You may petition for a waiver after 4 failed attempts. Contact the Learning Resource Center at (15-2921) or 909-869-3502 for further information. Please note: students have who have the test waived as an undergraduate (either for continuous enrollment or by special consideration in order to receive their bachelor's degree) will be required to take AND pass the GWT before a graduate degree may be awarded. The GWT cannot be waived for a second time. The waiver in undergraduate status applies only for the baccalaureate degree.
The essay topic will be within the experience of every student, regardless of background or academic major; it will test how well you write rather than how much you know. The topic will call for an essay in which you try to convince the readers to accept a particular argument or point of view. You will be expected to assemble and organize examples, facts, and details to make your argument or point of view clear and convincing. You may draw upon personal experiences and observations to support your points. Below is an example of a typical topic:
We sometimes say or think: “There needs to be a change”. On the freeway, we think: There needs to be a change in the way people drive. There needs to be change, we say, in attitudes about racial difference; in graduation or financial aid requirements; in eating habits. We think there needs to be a change in working conditions at our job; in how our condo is managed; in the way baseball players are traded; in the way children are taught to read; in the way certain books, or movies are priced or marketed; and so forth.
Write an essay that shows how there needs to be a change in one particular thing. It need not be any of the examples given above. Explain as fully as possible why this change is needed. Support your idea with as many reasons, details, and examples as possible.
Your essay will be independently read by two faculty members trained in reliable essay scoring. Your total essay score will be the sum of the two readers' scores between 1 and 6. Essays that receive high scores will exhibit the following characteristics:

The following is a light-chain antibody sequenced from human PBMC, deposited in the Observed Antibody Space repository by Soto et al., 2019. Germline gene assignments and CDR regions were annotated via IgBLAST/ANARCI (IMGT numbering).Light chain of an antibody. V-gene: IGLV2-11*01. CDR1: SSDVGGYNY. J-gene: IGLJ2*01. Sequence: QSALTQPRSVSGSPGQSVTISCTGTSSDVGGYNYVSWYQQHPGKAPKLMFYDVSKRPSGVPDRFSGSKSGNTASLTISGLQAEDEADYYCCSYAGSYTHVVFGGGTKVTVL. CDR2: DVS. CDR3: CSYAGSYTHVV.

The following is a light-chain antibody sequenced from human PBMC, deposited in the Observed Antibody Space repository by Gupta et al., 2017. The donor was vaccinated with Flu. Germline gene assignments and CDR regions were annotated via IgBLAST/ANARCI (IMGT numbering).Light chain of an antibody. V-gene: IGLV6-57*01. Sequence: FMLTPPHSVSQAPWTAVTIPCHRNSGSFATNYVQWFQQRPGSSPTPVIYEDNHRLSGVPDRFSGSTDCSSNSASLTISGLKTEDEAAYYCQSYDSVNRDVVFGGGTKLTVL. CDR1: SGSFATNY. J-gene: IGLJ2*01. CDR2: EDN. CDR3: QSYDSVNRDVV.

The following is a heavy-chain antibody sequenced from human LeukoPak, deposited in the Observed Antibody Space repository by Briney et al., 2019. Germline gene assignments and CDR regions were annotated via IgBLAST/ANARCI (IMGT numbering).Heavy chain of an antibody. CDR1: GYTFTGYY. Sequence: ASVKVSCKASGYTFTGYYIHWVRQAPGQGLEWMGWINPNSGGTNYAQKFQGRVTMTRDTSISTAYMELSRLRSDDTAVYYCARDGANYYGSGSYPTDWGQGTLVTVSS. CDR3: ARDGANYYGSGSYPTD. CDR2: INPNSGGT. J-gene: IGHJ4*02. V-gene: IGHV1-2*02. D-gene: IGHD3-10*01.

- They will adhere to the assigned topic and will develop it as specifically and thoroughly as time permits.
- They will be organized, clear, and coherent; the readers should be able to follow the writer's train of thought from beginning to end.
- They will demonstrate competence in grammar, punctuation, diction, and style.
An essay that fails to meet one or more of these standards will be scored lower. For example, if the writer treats the subject superficially or vaguely or includes serious errors in grammar and punctuation, his or her score will be lowered.
To do well on the essay, you should keep the following concepts in mind:
- The time limit will be adhered to strictly. You will be allotted a total of 75 minutes to plan, write, and review your essay. This time limitation means that you must work efficiently and distribute your time wisely. Students occasionally run out of time because they take too long to think about the topic or spend so long on one portion of the assignment that they are unable to complete other portions. You will probably not have enough time to rewrite your paper, so try to make each sentence as clear, concise, and free of errors the first time around.
- Read the essay topic carefully before you begin writing, paying special attention to key words in the directions like describe, compare, and explain. Be sure to do everything the assignment asks of you. The sample essay topic, for example, asks you to explain as fully as possible why a change is needed. It also asks you to support your idea with as many reasons, details, and examples as possible.
- Organize your thoughts before you begin writing. Again, look carefully at the essay topic; the way in which it is structured may suggest the way in which your essay might be organized. It will be helpful for you to sketch an outline, but be sure to allow yourself enough time to write the essay. Most students find it sufficient to jot down a few key phrases or the topic sentences of their paragraphs before they begin writing their essays.
- You should try to be as precise and specific as possible. Support your points with specific illustrations, facts, and details. Draw upon your own experiences and observations whenever possible. Remember that it is almost impossible to be too specific and detailed.
- Spend some time rereading your essay before turning it in. Correct any errors in grammar, punctuation, diction, and spelling.